2014 Archaeological Society of South Carolina 40th Anniversary
The Archaeological Society of South Carolina invites submissions for the 40th anniversary
of our annual conference
to be held Saturday, 1 March 2014, on the campus of USC-Columbia. The
practice of archaeology in South Carolina ranges from understanding
early human occupation of North America to segregation during the mid-20th century,
urban living to seasonal migrations, encompassing a broad spectrum of
humanity's past. We encourage submissions from all individuals involved
in the exploration of this rich historical diversity of South Carolina's
past through archaeology. Composed of professional,
avocational, and student archaeologists, as well as interested
non-archaeologists, the conference provides a friendly forum for sharing
research and fostering conversations. To be a part of our 40th anniversary conference,
please email your title and abstract (up to 300 words) to Jakob Crockett (email@example.com) by 15 February 2014.
Preliminary Schedule of Events:
When: 1 March, 2014
Where: Rare Books Room, Thomas Cooper Library, University of South Carolina, Columbia
8:30-9:00 – Morning Reception & Registration
9:00 – Welcoming Remarks
9:10 – Christopher Judge – “The Woodland Problem is the Same Old Riddle: Documenting the Woodland Period in the Great Pee Dee River Drainage of South Carolina“
9:30 – Sean Norris & Ramona Grunden – “Excavations at 38FL425, a Woodland Period Occupation and Burial Site on the Lynches River, Florence County, South Carolina“
9:50 – J. Christopher Gillam – “Thinking Outside of the Rocks: A Holistic View of the Peopling of the Americas”
10:10 – Robert C. Costello & Kenneth E. Steffy – “Wyboo Chert: an Update and Overview“
10:30-10:40 – Break
10:40 – Albert C. Goodyear and Joseph E. Wilkinson – “Prehistory at High Creek Plantation: A Black Mingo Chert Source and Quarry in Calhoun County, S.C.“
11:00 – Cameron Howell – “Woodland Components at 38PN3 and 38GR1“
11:20 – Eric Poplin & Jon Bernard Marcoux– “Late Woodland Ceramic Traditions in the Central and Southern SC Coast“
11:40 – Keith Stephenson & Karen Smith – “The G. S. Lewis-West Site in Regional Context“
Noon-1:00 – Lunch
1:00 – Carl Steen – “Slavery on the Pee Dee: The View from the Kolb Site“
1:20 – Kara Bridgman Sweeney – “Subregional Side-Notched Traditions in the Coastal Plain”
1:40 – Joseph M. Herbert, Ann S. Cordell, & Michael S. Smith – “Hanover Phase Ceramics”
2:00 – Rebecca Shepherd – “Going Up the Country: A Comparison of Elite Ceramic Consumption Patterns in Charleston and the Carolina Frontier“
2:20-2:30 – Break
2:30 – Sarah Nowell – “Faunal Analysis of Fort Congaree“
2:50 – Carolyn D. Dillian – “The Little River Neck Shell Midden: New Questions and New Methods for Research“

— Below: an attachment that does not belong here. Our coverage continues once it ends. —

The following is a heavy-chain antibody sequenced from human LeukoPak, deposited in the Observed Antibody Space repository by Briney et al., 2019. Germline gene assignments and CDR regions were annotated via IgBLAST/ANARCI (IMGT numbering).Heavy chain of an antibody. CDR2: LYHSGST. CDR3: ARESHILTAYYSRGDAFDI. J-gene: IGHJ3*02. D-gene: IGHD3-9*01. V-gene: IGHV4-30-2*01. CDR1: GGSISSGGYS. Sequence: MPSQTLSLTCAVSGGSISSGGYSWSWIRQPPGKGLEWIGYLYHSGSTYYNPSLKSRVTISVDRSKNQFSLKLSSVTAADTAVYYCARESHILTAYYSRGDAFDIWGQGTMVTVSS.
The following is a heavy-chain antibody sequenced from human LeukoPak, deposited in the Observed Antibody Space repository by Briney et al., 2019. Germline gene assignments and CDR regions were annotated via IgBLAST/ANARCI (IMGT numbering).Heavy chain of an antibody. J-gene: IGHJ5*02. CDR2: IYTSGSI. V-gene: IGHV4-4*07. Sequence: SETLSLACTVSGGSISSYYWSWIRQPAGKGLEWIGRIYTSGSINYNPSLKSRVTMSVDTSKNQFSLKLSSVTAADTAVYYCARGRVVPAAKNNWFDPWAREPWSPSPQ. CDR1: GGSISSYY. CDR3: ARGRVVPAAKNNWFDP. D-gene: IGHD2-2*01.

3:10 – John Littlefield – “The Design and Creation of "CSS David": Memoirs of the Boats Builder“
3:30-3:40 – Break
3:40 – Keynote Address – Dennis Blanton – “Ayllon, De Soto, or X Man? Making Sense of the Early 16th-Century Artifacts at the Glass Site“
4:45 – ASSC Board Meeting
Jessica Cooper – “A Comparison of Basal Widths of Triangular points for Temporal Significance“
Craig Garrison – “A Catalog of Carriage Steps in the Historic District of Charleston: Paving theWay to Understanding the Historic Streetscape of Charleston“
Full paper and poster abstracts can be found in the attached preliminary program located under Events and Annual Conference.
Society of South Carolina Presents Fall Field Day 2013
fall the ASSC sponsors a gathering of archaeologists, primitive
skills demonstrators, story tellers, and others to show how people of
the past coped with their daily lives. What was it like to live in a
time without smart phones, cable TV, cars, or even a refrigerator?
Imagine not being able to go to the grocery store to get food, and
not being able to twist the tap to get water. Up until about a
hundred years ago everyone who lived in what we now call South
Carolina had to get everything they needed from the environment
around them. Like nice clothes? Gather the material and make them
your self! Want to eat? Go out and find some food. Tired? Make a
shelter or get wet.
Fall Field Day demonstrators Scott Jones and Sean Taylor will show how to make and use
stone tools. The Edisto singers will drum and dance to traditional
Native American music. Catawba potter Keith “Little Bear” Brown
will show how to make pottery and tell traditional stories. Terry
James will talk about the lives of African American share croppers in
the late 19th
century. Fuz Sanderson will show how to make fire without matches.
Jason Smith will show how settlers lived in the 1760s. USC Professor Leland Ferguson will lead a tour of the Ft. Watson Indian Mound at 1pm. And there will
event will be held at Santee State Park from 9am til 4pm on September
21. We hope you can make it. ASSC members get in free. Others are
asked to pay $5 for adults, and $3 for children and students, or a
family rate of $10. Santee State Park is centrally located and
convenient to both I-26 and I-95. Camp sites and lake front cabins
are available, and there are plenty of motels in nearby Santee. See
http://www.southcarolinaparks.com/santee/introduction.aspx for more
information and maps.
The First 40 Years of SC Antiquities is now available on line. Click on SC Antiquities on the sidebar under Publications.
We will post newer issues with a five year delay as they become available.
ARKHAIOS CULTURAL HERITAGE and ARCHAEOLOGY FILM FESTIVAL
The 2014 Festival will be held in Coligny Theatre, Hilton Head Island - the dates are yet to be determined. The Festival will showcase three tracks: Cultural Heritage, Archaeology and South Carolina History.
The film festival will be an annual event and is one of two archaeological film festivals being held in the United States.